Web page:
Okay, so I've had the Piano M1 here for a few weeks, and I can honestly say I don't think I've ever heard a better CD based system, and I've had quite a few since my first in 1984.
Some background. I was an early adopter, I just couldn't get into LPs because of all the pops, clicks and distortion that you get when you don't take the time to set up a properly tuned analog system. I was 16 and had neither the money or the patience for such an undertaking. Besides, the equipment I had at the time was decidedly "mid-to-lo-fi" (JVC reciever, borrowed el-cheapo speakers), so the Sanyo CD player (with CORDED remote) was a huge step up in sound quality. As time went on, I steadily bought better and better quality equipment, but rather than bringing me more enjoyment of the music, the opposite happened - I started to hear what people were saying was wrong with CDs. The harshness in the treble had my ears ringing, I couldn't listen for much more than half an hour, it eventually drove me away from listening regularly, and the amount of music I purchased (remember CD stores?) fell drastically. That was around 1989-90.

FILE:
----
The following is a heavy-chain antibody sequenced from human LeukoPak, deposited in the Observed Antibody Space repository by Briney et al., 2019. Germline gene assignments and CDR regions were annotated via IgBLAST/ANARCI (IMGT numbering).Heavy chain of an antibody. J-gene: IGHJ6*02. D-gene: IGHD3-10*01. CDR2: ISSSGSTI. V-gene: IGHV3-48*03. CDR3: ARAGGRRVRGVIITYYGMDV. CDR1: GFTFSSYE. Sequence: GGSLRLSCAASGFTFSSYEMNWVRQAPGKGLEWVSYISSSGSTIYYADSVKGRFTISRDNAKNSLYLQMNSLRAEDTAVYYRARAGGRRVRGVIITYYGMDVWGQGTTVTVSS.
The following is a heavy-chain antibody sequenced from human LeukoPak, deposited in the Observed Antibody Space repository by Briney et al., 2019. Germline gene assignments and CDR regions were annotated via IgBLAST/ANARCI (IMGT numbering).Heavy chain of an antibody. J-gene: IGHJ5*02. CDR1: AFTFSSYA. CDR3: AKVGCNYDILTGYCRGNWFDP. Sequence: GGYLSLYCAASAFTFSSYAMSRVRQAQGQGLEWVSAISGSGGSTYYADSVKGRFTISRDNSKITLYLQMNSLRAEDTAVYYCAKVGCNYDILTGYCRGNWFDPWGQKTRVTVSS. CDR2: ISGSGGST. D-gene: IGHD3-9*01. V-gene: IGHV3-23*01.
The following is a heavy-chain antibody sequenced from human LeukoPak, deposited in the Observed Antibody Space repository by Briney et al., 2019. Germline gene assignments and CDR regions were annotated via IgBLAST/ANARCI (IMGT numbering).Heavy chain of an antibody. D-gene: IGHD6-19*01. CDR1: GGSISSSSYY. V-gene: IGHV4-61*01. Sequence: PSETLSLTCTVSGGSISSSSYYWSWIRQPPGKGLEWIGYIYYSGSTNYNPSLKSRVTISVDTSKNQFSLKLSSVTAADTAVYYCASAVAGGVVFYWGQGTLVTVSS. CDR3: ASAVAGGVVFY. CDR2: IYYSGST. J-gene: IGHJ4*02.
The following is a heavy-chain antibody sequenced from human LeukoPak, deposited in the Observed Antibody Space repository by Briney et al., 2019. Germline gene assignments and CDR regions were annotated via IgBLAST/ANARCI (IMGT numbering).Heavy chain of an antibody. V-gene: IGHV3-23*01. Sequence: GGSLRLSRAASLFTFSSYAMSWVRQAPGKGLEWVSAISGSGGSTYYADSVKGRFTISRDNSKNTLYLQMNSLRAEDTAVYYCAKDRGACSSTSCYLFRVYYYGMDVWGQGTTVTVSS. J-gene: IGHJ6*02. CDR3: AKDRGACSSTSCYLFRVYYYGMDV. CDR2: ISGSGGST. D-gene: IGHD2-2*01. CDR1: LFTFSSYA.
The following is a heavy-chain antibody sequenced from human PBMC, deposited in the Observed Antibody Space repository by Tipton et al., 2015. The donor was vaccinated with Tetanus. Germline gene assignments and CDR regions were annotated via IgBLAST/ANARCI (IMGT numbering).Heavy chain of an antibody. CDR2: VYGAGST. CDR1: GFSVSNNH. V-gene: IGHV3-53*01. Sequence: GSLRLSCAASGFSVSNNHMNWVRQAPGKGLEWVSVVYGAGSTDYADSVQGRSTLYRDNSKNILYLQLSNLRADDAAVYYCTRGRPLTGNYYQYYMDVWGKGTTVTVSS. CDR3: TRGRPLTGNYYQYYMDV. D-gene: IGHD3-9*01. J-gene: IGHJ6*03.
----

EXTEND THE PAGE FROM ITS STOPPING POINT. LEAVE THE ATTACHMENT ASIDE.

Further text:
Cut to around two years ago, surfing around the interwebs (thanks for the invention, Al Gore), I came across a site called Computer Audiophile which got me hooked on the idea of computer-based music system. You mean I can load all my tunes onto my PC, and it can sound BETTER than a CD-based system? Wow, sign be up! That led me to a company called Devilsound, which through Positive Feedback magazine, which led me to a little company called Virtue Audio, and here we are.
Anyhoo, back to the Piano M1. I suspect its tube-like, laid-back sound has a lot to do with the DAC it uses, the TDA 1543. The same chip powers the DAC I use in my computer set-up, a Valab, and the two set-ups I have sound very similar. Deep, effortless bass, liquid mids and accurate but never harsh highs. The word "organic" keeps coming to mind, it just sounds "right". I'm not a professional reviewer or a poet, that's just how I see it. And I'm back to buying music like a fiend, all the stuff I meant to get before I stopped in '89. So, if you still like to spin the little silver discs now and then, I can't recommend anyone's gear higher than Seth's.